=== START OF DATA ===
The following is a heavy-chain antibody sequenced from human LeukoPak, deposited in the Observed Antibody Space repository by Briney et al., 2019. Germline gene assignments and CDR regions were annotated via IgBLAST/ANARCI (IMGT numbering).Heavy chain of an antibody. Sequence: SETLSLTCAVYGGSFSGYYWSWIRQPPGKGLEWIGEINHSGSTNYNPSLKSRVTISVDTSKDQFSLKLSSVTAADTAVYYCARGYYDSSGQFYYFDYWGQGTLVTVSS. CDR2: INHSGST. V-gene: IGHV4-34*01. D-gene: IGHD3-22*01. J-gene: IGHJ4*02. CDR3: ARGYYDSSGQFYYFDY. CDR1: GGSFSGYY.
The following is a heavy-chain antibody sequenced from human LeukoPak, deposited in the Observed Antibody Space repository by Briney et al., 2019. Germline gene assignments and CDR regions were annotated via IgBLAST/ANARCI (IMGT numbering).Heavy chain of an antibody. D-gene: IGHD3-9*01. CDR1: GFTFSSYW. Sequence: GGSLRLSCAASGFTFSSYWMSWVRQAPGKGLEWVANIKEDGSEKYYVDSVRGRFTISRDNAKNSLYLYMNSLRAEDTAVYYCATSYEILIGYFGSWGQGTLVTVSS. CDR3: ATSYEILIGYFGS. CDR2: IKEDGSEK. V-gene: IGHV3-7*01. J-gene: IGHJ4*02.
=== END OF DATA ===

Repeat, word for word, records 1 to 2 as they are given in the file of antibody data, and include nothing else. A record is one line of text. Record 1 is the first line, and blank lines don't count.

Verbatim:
The following is a heavy-chain antibody sequenced from human LeukoPak, deposited in the Observed Antibody Space repository by Briney et al., 2019. Germline gene assignments and CDR regions were annotated via IgBLAST/ANARCI (IMGT numbering).Heavy chain of an antibody. Sequence: SETLSLTCAVYGGSFSGYYWSWIRQPPGKGLEWIGEINHSGSTNYNPSLKSRVTISVDTSKDQFSLKLSSVTAADTAVYYCARGYYDSSGQFYYFDYWGQGTLVTVSS. CDR2: INHSGST. V-gene: IGHV4-34*01. D-gene: IGHD3-22*01. J-gene: IGHJ4*02. CDR3: ARGYYDSSGQFYYFDY. CDR1: GGSFSGYY.
The following is a heavy-chain antibody sequenced from human LeukoPak, deposited in the Observed Antibody Space repository by Briney et al., 2019. Germline gene assignments and CDR regions were annotated via IgBLAST/ANARCI (IMGT numbering).Heavy chain of an antibody. D-gene: IGHD3-9*01. CDR1: GFTFSSYW. Sequence: GGSLRLSCAASGFTFSSYWMSWVRQAPGKGLEWVANIKEDGSEKYYVDSVRGRFTISRDNAKNSLYLYMNSLRAEDTAVYYCATSYEILIGYFGSWGQGTLVTVSS. CDR3: ATSYEILIGYFGS. CDR2: IKEDGSEK. V-gene: IGHV3-7*01. J-gene: IGHJ4*02.